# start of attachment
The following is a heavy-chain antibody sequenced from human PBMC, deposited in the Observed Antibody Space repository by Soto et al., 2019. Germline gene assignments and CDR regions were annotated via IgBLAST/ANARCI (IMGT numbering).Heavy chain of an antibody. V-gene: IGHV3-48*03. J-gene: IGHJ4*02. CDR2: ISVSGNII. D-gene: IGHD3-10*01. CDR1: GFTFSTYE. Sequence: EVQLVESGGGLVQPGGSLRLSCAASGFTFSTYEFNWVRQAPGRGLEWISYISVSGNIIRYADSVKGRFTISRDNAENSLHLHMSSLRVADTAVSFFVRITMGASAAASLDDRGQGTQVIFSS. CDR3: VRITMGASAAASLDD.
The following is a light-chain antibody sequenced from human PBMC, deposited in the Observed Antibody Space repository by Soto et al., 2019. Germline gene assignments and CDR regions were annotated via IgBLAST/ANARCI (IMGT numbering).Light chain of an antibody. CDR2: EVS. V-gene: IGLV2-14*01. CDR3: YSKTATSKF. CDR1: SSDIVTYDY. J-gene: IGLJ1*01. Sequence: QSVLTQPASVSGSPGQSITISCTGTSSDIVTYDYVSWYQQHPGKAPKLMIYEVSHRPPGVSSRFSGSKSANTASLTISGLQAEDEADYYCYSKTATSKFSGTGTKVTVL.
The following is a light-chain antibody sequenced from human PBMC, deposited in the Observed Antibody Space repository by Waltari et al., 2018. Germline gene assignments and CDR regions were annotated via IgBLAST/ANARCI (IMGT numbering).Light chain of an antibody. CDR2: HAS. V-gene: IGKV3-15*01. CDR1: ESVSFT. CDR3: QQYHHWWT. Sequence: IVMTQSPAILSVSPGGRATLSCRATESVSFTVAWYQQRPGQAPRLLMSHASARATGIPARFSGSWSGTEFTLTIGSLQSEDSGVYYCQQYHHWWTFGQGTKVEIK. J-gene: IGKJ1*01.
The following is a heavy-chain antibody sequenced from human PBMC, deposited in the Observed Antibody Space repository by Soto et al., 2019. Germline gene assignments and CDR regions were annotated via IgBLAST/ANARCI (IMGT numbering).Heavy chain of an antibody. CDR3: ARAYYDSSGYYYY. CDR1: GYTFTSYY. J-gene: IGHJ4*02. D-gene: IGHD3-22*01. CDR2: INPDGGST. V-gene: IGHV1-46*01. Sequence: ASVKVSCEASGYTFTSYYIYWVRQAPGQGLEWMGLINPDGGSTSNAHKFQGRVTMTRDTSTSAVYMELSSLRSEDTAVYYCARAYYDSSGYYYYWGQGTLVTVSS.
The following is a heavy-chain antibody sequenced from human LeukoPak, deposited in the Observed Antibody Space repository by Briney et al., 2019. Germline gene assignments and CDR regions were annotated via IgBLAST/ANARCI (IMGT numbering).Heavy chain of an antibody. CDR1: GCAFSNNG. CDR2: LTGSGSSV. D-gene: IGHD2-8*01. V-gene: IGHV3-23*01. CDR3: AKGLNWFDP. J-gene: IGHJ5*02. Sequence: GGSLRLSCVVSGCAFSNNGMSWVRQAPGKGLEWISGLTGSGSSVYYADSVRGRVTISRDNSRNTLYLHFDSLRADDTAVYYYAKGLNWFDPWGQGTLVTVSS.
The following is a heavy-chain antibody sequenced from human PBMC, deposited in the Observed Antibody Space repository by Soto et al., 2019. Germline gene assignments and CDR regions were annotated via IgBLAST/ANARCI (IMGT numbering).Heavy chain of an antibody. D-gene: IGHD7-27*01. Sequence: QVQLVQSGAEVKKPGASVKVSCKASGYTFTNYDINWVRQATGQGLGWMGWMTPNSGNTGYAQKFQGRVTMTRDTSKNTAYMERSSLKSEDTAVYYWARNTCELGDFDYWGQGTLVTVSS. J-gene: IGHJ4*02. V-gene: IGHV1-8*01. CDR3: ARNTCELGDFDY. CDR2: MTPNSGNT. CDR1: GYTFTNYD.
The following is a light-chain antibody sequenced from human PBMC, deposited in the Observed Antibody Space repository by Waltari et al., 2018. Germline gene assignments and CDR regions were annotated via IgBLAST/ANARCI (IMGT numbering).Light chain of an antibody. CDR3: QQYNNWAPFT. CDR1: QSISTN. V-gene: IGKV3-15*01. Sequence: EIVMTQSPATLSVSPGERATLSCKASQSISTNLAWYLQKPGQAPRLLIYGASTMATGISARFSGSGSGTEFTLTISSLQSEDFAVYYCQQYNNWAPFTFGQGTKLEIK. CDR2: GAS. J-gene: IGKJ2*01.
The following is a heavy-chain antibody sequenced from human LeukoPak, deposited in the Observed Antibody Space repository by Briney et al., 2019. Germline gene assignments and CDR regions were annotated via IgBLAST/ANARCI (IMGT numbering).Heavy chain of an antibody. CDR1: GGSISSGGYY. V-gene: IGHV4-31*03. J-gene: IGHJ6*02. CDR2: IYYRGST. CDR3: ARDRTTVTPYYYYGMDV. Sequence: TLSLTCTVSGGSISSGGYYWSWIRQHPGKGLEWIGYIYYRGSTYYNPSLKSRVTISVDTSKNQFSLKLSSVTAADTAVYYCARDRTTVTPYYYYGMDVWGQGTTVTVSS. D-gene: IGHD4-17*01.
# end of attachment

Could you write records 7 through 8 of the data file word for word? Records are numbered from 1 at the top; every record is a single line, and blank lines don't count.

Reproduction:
The following is a light-chain antibody sequenced from human PBMC, deposited in the Observed Antibody Space repository by Waltari et al., 2018. Germline gene assignments and CDR regions were annotated via IgBLAST/ANARCI (IMGT numbering).Light chain of an antibody. CDR3: QQYNNWAPFT. CDR1: QSISTN. V-gene: IGKV3-15*01. Sequence: EIVMTQSPATLSVSPGERATLSCKASQSISTNLAWYLQKPGQAPRLLIYGASTMATGISARFSGSGSGTEFTLTISSLQSEDFAVYYCQQYNNWAPFTFGQGTKLEIK. CDR2: GAS. J-gene: IGKJ2*01.
The following is a heavy-chain antibody sequenced from human LeukoPak, deposited in the Observed Antibody Space repository by Briney et al., 2019. Germline gene assignments and CDR regions were annotated via IgBLAST/ANARCI (IMGT numbering).Heavy chain of an antibody. CDR1: GGSISSGGYY. V-gene: IGHV4-31*03. J-gene: IGHJ6*02. CDR2: IYYRGST. CDR3: ARDRTTVTPYYYYGMDV. Sequence: TLSLTCTVSGGSISSGGYYWSWIRQHPGKGLEWIGYIYYRGSTYYNPSLKSRVTISVDTSKNQFSLKLSSVTAADTAVYYCARDRTTVTPYYYYGMDVWGQGTTVTVSS. D-gene: IGHD4-17*01.